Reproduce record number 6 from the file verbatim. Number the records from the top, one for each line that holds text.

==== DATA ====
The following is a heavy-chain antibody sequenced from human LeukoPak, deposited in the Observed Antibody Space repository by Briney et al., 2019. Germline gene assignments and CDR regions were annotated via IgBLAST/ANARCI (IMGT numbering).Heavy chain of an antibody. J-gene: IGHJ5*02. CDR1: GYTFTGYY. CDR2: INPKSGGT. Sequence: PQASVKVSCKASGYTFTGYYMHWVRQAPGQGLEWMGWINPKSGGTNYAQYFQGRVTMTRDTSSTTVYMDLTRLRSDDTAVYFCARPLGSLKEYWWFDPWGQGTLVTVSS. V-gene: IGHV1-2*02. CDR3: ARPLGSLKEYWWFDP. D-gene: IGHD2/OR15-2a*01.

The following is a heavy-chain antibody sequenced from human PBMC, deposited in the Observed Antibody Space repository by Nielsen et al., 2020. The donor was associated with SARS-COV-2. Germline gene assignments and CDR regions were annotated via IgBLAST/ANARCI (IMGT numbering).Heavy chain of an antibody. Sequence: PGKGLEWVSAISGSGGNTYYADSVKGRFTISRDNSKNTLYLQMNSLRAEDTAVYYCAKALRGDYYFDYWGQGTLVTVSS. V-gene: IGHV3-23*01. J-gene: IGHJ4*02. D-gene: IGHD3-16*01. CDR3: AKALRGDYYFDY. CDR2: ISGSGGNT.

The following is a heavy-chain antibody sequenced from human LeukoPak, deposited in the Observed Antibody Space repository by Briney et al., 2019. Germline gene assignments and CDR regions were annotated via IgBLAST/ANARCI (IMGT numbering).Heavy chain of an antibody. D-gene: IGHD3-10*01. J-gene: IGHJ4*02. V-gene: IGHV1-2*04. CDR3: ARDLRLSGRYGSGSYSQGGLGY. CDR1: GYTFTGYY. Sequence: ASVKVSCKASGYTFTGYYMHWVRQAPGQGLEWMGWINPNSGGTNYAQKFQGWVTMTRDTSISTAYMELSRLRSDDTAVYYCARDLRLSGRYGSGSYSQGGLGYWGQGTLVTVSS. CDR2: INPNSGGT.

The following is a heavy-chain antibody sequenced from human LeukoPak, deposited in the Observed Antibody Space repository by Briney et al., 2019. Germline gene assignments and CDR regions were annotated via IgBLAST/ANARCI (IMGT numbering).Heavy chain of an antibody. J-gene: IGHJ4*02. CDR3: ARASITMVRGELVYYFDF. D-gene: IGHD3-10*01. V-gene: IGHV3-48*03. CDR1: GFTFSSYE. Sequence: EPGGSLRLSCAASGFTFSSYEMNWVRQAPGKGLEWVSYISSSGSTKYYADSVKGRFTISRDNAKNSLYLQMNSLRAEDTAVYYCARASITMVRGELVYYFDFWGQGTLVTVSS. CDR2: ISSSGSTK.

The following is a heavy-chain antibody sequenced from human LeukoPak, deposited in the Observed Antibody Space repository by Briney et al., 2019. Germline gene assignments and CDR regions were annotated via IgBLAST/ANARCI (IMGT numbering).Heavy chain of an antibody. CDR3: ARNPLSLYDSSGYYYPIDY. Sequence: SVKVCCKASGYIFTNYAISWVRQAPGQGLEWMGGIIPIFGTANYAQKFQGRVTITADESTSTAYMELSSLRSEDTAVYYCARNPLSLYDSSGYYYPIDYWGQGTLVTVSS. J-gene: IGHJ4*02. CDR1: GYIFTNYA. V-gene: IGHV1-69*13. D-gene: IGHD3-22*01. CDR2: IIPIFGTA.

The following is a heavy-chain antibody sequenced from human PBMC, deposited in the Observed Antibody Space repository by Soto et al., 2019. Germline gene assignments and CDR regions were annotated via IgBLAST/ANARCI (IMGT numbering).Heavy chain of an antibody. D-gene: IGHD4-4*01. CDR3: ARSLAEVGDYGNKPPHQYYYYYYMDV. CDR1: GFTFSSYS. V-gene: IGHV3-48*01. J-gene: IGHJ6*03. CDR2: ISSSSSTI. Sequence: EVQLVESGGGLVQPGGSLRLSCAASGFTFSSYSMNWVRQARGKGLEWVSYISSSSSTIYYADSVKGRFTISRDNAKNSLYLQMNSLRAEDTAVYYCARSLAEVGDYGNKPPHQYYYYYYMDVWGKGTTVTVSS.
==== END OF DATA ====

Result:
The following is a heavy-chain antibody sequenced from human PBMC, deposited in the Observed Antibody Space repository by Soto et al., 2019. Germline gene assignments and CDR regions were annotated via IgBLAST/ANARCI (IMGT numbering).Heavy chain of an antibody. D-gene: IGHD4-4*01. CDR3: ARSLAEVGDYGNKPPHQYYYYYYMDV. CDR1: GFTFSSYS. V-gene: IGHV3-48*01. J-gene: IGHJ6*03. CDR2: ISSSSSTI. Sequence: EVQLVESGGGLVQPGGSLRLSCAASGFTFSSYSMNWVRQARGKGLEWVSYISSSSSTIYYADSVKGRFTISRDNAKNSLYLQMNSLRAEDTAVYYCARSLAEVGDYGNKPPHQYYYYYYMDVWGKGTTVTVSS.